BY TRONE DOWD
Last Friday, elected officials and residents of Southeast Queens stood in unison to protest against the closing of the Emblemhealth Community Health Center in Cambria Heights.
The community center has been a hub for both young people and the elderly. Since opening more than four years ago, the center has been home to local artists as well as a place where numerous classes healing therapies, nutritional advice and exercise programming have been held completely free of charge. Dozens rallied outside the EmblemHealth Neighborhood Care facility in opposition to the plans to shut down the facility by the end of 2016.
Comrie told the Press of Southeast Queens that he first received word of the plan to shutter the Health Center just a month ago from community activists Michael and Joan Gore.
“We reached out to EmblemHealth to see if it was true,” Comrie said. “They got back to us and they informed us that it was indeed their plan to close all of the community health centers that they’ve opened across the city.”
As news of the closure spread throughout the community, the Gores started a petition to keep the center open.
As the couple worked on collecting signatures, Comrie said he reached out to his colleagues in the Assembly and City Council to get some traction behind the fight to keep the center, setting up Friday’s protest. The state senator also said that he wanted to get the community rallied behind the closure of the center because of the significant positive impact it has had on the health of neighborhood’s elderly.
“This is a resource that was developed for the community,” he said. “Our once Assembly Member Barbara Clark helped them fight for this facility.”
EmblemHealth operates several health centers throughout the five boroughs, though the Cambria Heights location is the only one in Queens. Many of the wellness programs that are run out of the location are organized by local residents.
“The health issues in this community are serious and unfortunately continue to spike,” Comrie said. “We need to do everything we can to give them opportunities. All of us have been doing this individually, but this is a collective place to get this done. We are more than willing to work with [EmblemHealth] to make sure it stays open.”
Both Councilmembers I. Daneek Miller and Ruben Wills and Assembly Members Alicia Hyndman and the newly elected Clyde Vanel said that they plan to stand firmly behind the community.
“Now more than ever, there is a greater need for community health care centers,” said Council Member Ruben Wills (D-South Jamaica). “In the last 18 years, several borough hospitals have closed, and there are approximately 3,700 uninsured residents with fairly high rates of obesity living in the very Cambria Heights section where EmblemHealth has proposed to shutter the doors of its only Queens facility. These types of facilities are designed to provide healthcare access to individuals and families that cannot necessarily afford primary physical care through a private insurer.”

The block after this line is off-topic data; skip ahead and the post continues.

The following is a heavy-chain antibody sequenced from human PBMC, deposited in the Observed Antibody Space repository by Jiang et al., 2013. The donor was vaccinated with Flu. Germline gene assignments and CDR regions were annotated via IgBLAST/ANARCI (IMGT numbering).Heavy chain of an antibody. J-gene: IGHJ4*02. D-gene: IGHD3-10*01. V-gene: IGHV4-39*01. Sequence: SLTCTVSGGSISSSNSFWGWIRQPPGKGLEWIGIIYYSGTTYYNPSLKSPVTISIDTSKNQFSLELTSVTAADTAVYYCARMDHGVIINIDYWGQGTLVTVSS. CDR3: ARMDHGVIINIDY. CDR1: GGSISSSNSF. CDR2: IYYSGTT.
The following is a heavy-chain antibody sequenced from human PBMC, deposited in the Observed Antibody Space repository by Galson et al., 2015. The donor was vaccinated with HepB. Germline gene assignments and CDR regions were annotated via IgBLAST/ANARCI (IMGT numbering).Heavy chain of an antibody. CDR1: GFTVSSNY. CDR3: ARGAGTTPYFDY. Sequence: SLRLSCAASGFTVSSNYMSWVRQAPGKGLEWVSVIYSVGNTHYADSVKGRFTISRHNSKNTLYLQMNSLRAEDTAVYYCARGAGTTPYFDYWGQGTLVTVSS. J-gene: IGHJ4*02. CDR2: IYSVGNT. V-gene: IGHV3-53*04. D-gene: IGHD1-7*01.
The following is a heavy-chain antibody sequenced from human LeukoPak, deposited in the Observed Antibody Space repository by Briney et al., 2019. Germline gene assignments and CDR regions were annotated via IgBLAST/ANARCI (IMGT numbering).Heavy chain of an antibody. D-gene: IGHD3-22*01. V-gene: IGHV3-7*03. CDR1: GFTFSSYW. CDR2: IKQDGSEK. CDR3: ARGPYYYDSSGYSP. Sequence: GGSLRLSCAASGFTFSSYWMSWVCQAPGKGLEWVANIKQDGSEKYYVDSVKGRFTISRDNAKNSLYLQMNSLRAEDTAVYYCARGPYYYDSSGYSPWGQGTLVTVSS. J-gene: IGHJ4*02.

“While I am encouraged by the ongoing dialogue, it is imperative that we continue to fight together to keep the doors of the EmblemHealth Neighborhood Care facility open for the thousands of local residents that use it every year,” said Assemblywoman Alicia Hyndman (D-Springfield Gardens). “This facility has served as a resource center for patients and has become a major component in increasing the quality of life for the neighborhood. In addition, the loss of the community space is a serious concern. I look forward to the continued discussion with EmblemHealth to address the ongoing health needs of our community.”
Those talks have already begun. According to Comrie, when his office reached out to the healthcare provider, they responded immediately almost immediately in a letter, agreeing to work alongside electeds to keep the facility open.
We look forward to working with your office on developing a plan to identify and accommodate the key community group’s use of the facility,” Lorraine Cortés Vazquez, senior vice president of EmblemHealth said.
“We are also looking forward to working collaboratively on making ACPNY the community health care center in the area. […] We will follow up with your office to work on the plan. Please feel free to reach out to me with any questions.”
“They’ve been responsive,” Comrie said confidently. “We’ll see how deep that cooperation stays.”
For the Gores, the very health of the Southeast Queens community hangs in the balance. “I’ve been part of the classes,” Michael Gore said. “I’ve seen success stories. People who have their meds reduced, amputees who have come by and their A1C’s have dropped. This is a life and death situation. This is a quality of life for us as a people to keep us away from dialysis centers. We are pleading with them to help us live and better our quality of life.”
Reach Trone Dowd at (718) 357-7400 x123 firstname.lastname@example.org or @theloniusly